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Physics/Black holes


I think there had been quite some time passed away before our last conversation. You know I've always been a keen student and have loved your answers. Last day I was going through one of Stephen Hawking's lectures titled " Black holes ain't so black" wherein he describes about black holes( to be true he's one of my favourites). But I could understand clearly the actual concepts and what he said is Chandrasekhar limit.

I'll be glad if you could take the pains to explain these clearly to me.
Thanking you,

ANSWER: The Chandresekhar limit is the maximum mass that a white dwarf star could have before its Schwarzchild radius (the radius of a black hole of equivalent mass) surpassed its physical radius.  Beyond that limit, it would collapse into a black hole.  Aside from that, I'm not sure specifically what else you want to know.

---------- FOLLOW-UP ----------

QUESTION: How is a black hole formed?

As far as I know, when mass gets beyond a limit where the spacetime distortion exceeds a limit (the Chandresekhar limit) it forms a black hole.  The process itself is a bit of a mystery.  I've never seen a detailed breakdown of what would happen during the process of forming a black hole.  It would be ground-breaking research, really.  If something comes up along those lines, I'll ammend this post.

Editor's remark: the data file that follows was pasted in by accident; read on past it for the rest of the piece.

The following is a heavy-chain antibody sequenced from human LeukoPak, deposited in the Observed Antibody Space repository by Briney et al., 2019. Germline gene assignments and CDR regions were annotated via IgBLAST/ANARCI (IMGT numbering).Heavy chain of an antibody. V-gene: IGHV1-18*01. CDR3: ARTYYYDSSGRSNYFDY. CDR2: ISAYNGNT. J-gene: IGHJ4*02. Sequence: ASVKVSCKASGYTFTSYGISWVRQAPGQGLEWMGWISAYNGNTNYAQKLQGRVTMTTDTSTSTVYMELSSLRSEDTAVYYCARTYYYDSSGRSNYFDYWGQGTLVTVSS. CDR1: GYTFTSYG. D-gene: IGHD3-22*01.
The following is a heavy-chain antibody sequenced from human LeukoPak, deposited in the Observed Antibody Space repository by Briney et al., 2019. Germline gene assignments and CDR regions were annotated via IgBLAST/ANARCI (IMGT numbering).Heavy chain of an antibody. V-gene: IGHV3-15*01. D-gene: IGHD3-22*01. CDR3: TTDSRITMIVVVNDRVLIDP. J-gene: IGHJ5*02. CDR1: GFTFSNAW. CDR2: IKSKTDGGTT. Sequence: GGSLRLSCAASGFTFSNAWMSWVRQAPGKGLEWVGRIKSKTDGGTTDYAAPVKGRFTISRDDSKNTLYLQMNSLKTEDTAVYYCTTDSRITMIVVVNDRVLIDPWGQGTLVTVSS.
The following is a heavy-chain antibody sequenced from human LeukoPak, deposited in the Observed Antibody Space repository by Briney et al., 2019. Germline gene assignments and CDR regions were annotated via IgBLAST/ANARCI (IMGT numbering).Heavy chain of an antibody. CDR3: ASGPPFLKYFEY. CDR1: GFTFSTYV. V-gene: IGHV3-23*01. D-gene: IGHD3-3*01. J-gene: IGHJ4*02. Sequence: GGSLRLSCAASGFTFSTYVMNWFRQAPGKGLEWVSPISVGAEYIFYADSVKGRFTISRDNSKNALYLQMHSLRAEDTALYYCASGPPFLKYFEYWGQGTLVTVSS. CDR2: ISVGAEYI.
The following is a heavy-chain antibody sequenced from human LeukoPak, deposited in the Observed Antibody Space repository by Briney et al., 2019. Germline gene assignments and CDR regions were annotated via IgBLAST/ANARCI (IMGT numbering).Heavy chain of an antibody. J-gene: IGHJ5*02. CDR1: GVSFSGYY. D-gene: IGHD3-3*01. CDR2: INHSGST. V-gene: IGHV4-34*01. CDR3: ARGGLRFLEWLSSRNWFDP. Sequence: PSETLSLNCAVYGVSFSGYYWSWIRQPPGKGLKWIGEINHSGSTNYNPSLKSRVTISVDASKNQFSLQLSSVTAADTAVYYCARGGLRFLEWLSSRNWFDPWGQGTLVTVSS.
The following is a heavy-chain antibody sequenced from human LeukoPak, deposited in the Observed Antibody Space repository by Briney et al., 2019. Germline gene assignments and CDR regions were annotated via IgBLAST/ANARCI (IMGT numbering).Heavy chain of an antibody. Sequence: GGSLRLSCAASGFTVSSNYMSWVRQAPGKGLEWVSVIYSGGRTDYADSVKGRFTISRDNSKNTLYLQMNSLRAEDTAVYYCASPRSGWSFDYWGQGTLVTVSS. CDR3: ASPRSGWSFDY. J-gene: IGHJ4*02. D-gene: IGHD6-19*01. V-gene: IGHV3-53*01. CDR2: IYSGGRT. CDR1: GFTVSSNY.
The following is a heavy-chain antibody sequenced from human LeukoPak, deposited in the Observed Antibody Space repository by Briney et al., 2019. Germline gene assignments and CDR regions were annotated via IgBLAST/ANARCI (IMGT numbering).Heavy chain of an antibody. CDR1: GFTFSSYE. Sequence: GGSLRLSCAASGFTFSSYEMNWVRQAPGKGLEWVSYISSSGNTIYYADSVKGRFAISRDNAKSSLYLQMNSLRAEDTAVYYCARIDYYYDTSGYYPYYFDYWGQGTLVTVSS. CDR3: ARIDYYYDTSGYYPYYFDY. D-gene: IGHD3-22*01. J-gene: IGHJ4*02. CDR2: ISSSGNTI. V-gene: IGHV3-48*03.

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Dr. Stephen O. Nelson


I can answer most basic physics questions, physics questions about science fiction and everyday observations of physics, etc. I'm also usually good for science fair advice (I'm the regional science fair director). I do not answer homework problems. I will occasionally point out where a homework solution went wrong, though. I'm usually good at explaining odd observations that seem counterintuitive, energy science, nuclear physics, nuclear astrophysics, and alternative theories of physics are my specialties.


I was a physics professor at the University of Texas of the Permian Basin, research in nuclear technology and nuclear astrophysics. My travelling science show saw over 20,000 students of all ages. I taught physics, nuclear chemistry, radiation safety, vacuum technology, and answer tons of questions as I tour schools encouraging students to consider careers in science. I moved on to a non-academic job with more research just recently.

Ph. D. from Duke University in physics, research in nuclear astrophysics reactions, gamma-ray astronomy technology, and advanced nuclear reactors.

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